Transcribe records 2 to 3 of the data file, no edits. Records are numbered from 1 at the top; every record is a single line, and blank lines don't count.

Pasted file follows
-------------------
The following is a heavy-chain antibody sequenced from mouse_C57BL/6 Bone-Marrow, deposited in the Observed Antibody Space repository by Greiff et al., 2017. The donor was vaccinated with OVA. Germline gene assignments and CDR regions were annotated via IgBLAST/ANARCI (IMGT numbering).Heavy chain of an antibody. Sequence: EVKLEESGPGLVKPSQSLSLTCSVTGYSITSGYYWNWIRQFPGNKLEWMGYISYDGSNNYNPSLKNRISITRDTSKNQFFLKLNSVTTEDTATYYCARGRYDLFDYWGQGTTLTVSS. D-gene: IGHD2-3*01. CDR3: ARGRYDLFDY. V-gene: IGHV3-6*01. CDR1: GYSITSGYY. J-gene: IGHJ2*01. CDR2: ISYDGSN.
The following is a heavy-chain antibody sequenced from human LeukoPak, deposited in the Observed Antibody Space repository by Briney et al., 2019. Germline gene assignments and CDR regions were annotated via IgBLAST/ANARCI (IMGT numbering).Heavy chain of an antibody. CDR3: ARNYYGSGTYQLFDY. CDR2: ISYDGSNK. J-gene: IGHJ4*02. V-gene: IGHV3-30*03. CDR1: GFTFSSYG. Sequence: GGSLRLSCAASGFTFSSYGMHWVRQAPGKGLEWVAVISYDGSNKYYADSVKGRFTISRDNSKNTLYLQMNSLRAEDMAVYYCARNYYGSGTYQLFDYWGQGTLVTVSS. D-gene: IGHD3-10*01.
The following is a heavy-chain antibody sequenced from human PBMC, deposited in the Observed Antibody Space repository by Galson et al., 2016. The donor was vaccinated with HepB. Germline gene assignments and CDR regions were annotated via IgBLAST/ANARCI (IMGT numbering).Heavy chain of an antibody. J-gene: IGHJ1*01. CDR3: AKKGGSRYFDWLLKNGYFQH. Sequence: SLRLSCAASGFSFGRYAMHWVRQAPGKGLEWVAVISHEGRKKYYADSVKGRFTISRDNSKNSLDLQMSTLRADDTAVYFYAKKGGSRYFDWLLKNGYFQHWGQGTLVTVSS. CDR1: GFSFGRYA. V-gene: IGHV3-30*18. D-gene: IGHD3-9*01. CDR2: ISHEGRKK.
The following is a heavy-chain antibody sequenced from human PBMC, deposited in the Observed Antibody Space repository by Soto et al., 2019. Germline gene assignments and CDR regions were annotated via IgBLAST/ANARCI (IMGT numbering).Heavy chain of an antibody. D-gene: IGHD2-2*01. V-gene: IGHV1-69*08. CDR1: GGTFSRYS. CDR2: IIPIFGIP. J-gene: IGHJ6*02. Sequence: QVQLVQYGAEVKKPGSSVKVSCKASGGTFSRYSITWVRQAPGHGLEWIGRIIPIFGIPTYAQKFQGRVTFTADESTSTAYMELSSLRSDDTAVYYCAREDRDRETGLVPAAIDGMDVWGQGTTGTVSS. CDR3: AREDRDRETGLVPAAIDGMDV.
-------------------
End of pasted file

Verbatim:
The following is a heavy-chain antibody sequenced from human LeukoPak, deposited in the Observed Antibody Space repository by Briney et al., 2019. Germline gene assignments and CDR regions were annotated via IgBLAST/ANARCI (IMGT numbering).Heavy chain of an antibody. CDR3: ARNYYGSGTYQLFDY. CDR2: ISYDGSNK. J-gene: IGHJ4*02. V-gene: IGHV3-30*03. CDR1: GFTFSSYG. Sequence: GGSLRLSCAASGFTFSSYGMHWVRQAPGKGLEWVAVISYDGSNKYYADSVKGRFTISRDNSKNTLYLQMNSLRAEDMAVYYCARNYYGSGTYQLFDYWGQGTLVTVSS. D-gene: IGHD3-10*01.
The following is a heavy-chain antibody sequenced from human PBMC, deposited in the Observed Antibody Space repository by Galson et al., 2016. The donor was vaccinated with HepB. Germline gene assignments and CDR regions were annotated via IgBLAST/ANARCI (IMGT numbering).Heavy chain of an antibody. J-gene: IGHJ1*01. CDR3: AKKGGSRYFDWLLKNGYFQH. Sequence: SLRLSCAASGFSFGRYAMHWVRQAPGKGLEWVAVISHEGRKKYYADSVKGRFTISRDNSKNSLDLQMSTLRADDTAVYFYAKKGGSRYFDWLLKNGYFQHWGQGTLVTVSS. CDR1: GFSFGRYA. V-gene: IGHV3-30*18. D-gene: IGHD3-9*01. CDR2: ISHEGRKK.